Most of the classified ads offering Lexus SCs tout the model’s Supra heritage since those are so hot right now. The ad for today’s Nice Price or No Dice SC400 is a notable exception to that practice. Let’s see if the price is equally notable.
I think it’s pretty safe to say that the 1982 Maserati Quattroporte we looked at on Friday was a car that made an impression. It was big in both size and presence and wore a coat of luscious brown paint and featured a cabin filled with lovely-looking leather. Unfortunately, age had taken its toll on both of those larger-than-life aspects, leaving the car with a failing clear coat marring the outside, and some of that leather interior looking as though it might have been better left on the cow. All that added up to a low-for-a-Maserati $5,200 asking, and that was good enough to take home a 54 percent Nice Price win
Friday’s Maserati was an example of old-school luxury. The Quattroporte of today may run a little bit bigger, but it is also is appreciably sportier, featuring sport buckets and a big center screen in place of over-padded seats and briarwood trim.
Today’s market for luxury cars hasn’t changed much in the past two decades, but the luxuries and accouterments that luxury cars offer certainly have. When it was new, this 1993 Lexus SC400 was given just about every bell and whistle that Toyota could throw at it. It was, after all, the halo coupe of the company’s Lexus luxury brand. Compared to the current LC, however, it’s a stripper. In many ways, though, that might just be a good thing.
First and foremost, this old-school SC is a lot simpler than any modern car. That being said, driving it likely won’t feel akin to rolling around with Fred and Barney in the Flintmobile. This elegant coupe does offer power everything, automatic climate control, cruise, and an automatic transmission. It’s also fitted with leather on the seats and each of the tactile surfaces and has some nice wood inside in the event you ever need to start a fire.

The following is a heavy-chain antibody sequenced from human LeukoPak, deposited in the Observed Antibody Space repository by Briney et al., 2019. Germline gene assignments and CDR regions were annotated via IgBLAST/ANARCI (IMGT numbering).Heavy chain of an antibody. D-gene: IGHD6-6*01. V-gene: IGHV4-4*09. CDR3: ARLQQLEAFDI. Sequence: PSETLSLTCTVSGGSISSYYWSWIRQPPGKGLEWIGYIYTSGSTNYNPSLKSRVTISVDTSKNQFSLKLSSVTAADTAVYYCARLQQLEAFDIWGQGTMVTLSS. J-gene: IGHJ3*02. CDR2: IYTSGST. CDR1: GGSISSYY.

Speaking of fire, there’s plenty of that under the hood. Befitting the numerical portion of its name, the car comes with a 4.0 liter V8. That’s good for a no-fuss 250 horsepower and 260 lb-ft of torque. The four-speed auto makes quick work of dispensing that to the back wheels and has a button for locking out overdrive if you’re the type who can’t leave well enough alone. Yes, this model does share its underpants with the contemporary Supra, but the cars are lightyears apart when it comes to suspension tuning and overall feel.
This being a coupe, the doors are particularly long to allow access to the buckets in the back. Those doors don’t take an inordinate amount of space to open, though. That’s because of the clever articulating hinges Lexus gave the car. These allow the door to swing forward slightly when opening, lessening the arc and the space they take up. I don’t think Lexus gives its current coupes anything like that.
Overall, this 149,000 mile SC400 looks to be in terrific shape. The seller classifies it as being in “Excellent condition,” and claims it has lived a life spent indoors when not in use. There is a small but noticeable ding above the driver’s door handle, but the car otherwise looks straight. One issue that plagues the SC is yellowing headlamp lenses, but on this car, they look clear and clean. So too do the wheels which show no curb rash or significant wear to the plastic center caps.
Inside, the story is much the same, with leather that seems to have held up well, and floor mats that are free of heel wear. The styling of the interior has aged very well too, even if it’s a bit more upscale Camry than Mercedes in execution.
The under-hood shots show an engine with no obvious signs of monkey business but also no sign of a sticker indicating a timing belt service. Usually, mechanics will put a little sticker on the inner fender or radiator support noting the date and mileage for this important service. That’s not to say that’s a universal practice (which it should be) and it’s unlikely to have been documented in such fashion if the service had been carried out at a Lexus dealer. Needless to say, that history should be brought up by any prospective buyer prior to purchase.
One final area where this old SC’s simplicity benefits over a modern Lexus is in price. The current top-of-the-line coupe — the LC — starts just shy of one hundred grand. That’s a lot of dough for even a very nice car. At $7,800, this clear-title coupe is less than a tenth of the new car’s price even with the possible addition of a timing belt service. The question for you all is whether that makes it a good deal.
What do you say, is this classic Lexus coupe worth that $7,800 asking as it’s presented in the ad? Or, does that price make this SC400 not too cool for old school?
H/T to Dan Marion for the hookup!
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